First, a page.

Great listening doesn’t come easily. It’s hard work. There are two major types of listening skills: attentive and interactive. The following attentive listening skills will help you uncover the true messages your counterparts are conveying.
- Be motivated to listen. Knowing that the person with the most information is usually the one in control of a negotiation should give you an incentive to be a better listener. It is wise to set goals for the amount and type of information you hope to receive from your counterpart. The more you can learn, the better off you will be.
- If you must speak, ask questions. To get specific, useful information and uncover your counterpart’s needs and goals, you have to continually ask questions. By moving from broad to narrow questions, you will eventually acquire the information you need to make the best decisions.
- Be alert to nonverbal cues. Although it is critical to listen to what your counterpart says, it is equally important to understand the attitudes and motives behind what he says. A negotiator doesn’t usually put his entire message into words. For example, a person’s verbal message may convey conviction while his gestures, facial expressions, and tone of voice convey doubt.
- Let your counterpart tell her story first. Many salespeople have learned the value of this advice the hard way. One printing salesperson told us how he had once tried to impress a new prospect by focusing on his company’s specialized work in two-color and four-color printing. The prospect responded that it seemed this printing company was probably not the right one for her, since her primary need was for one-color printing. The salesperson replied that, of course, his company did quality one-color work as well, but the prospect had already made up her mind. Had the salesperson let the prospect speak first, he would have been able to tailor his presentation to her needs.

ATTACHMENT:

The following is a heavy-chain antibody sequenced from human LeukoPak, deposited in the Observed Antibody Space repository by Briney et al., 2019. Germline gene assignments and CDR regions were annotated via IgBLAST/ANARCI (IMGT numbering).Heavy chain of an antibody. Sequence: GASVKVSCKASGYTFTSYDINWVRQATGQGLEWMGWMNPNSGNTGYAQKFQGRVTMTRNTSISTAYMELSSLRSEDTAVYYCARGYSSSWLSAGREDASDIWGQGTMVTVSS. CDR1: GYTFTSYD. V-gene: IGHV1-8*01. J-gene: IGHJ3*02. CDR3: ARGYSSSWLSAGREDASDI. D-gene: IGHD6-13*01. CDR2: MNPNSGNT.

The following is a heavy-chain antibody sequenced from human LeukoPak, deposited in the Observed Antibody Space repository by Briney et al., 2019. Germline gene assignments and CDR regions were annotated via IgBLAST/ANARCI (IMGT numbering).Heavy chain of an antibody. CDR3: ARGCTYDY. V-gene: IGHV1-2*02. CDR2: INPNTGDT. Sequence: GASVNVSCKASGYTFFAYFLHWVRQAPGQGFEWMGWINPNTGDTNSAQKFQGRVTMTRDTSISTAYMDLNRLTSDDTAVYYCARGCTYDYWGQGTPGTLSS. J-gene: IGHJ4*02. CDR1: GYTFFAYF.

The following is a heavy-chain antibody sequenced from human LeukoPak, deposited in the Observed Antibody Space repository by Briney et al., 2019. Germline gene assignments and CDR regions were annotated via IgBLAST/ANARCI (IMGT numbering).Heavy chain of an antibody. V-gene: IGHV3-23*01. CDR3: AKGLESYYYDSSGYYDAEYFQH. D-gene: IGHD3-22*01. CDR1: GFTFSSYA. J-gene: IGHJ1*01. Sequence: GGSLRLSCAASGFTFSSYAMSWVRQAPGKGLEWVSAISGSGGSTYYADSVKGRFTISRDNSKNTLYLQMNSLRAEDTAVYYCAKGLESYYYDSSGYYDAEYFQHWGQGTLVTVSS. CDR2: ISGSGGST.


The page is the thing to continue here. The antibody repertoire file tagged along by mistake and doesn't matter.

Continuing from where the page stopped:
- Do not interrupt when your counterpart is speaking. Interrupting a speaker is not good business. It is rude and, furthermore, may prevent the speaker from revealing information that could be valuable later in the negotiation. Even if your counterpart says something you think is inaccurate, let him finish. You’ll find that you can sometimes get the most vital information in a negotiation when your counterpart disagrees with you or shares something that surprises you. If you really listen, rather than interrupt, you will gain valuable insights.
- Fight off distractions. Interruptions and distractions tend to prevent negotiations from proceeding smoothly and may even cause a setback. When you are negotiating, try to create an environment in which you can think clearly and avoid interruptions. Employees, peers, children, animals, and phones can all distract you and force your eye off the goal.
- Do not trust your memory. Whenever someone tells you something in a negotiation, write it down. It is amazing how much conflicting information can come up later. The ability to refresh your counterpart’s memory with facts and figures shared in an earlier session will earn you a tremendous amount of credibility and power. Writing things down may take a few minutes longer, but the results are well worth the time.
- Listen with a goal in mind. If you have a listening goal, you can look for words and nonverbal cues that provide the information you are seeking. When you hear revealing bits of information, such as your counterpart’s willingness to concede on the price, you can expand on that information by asking more specific questions.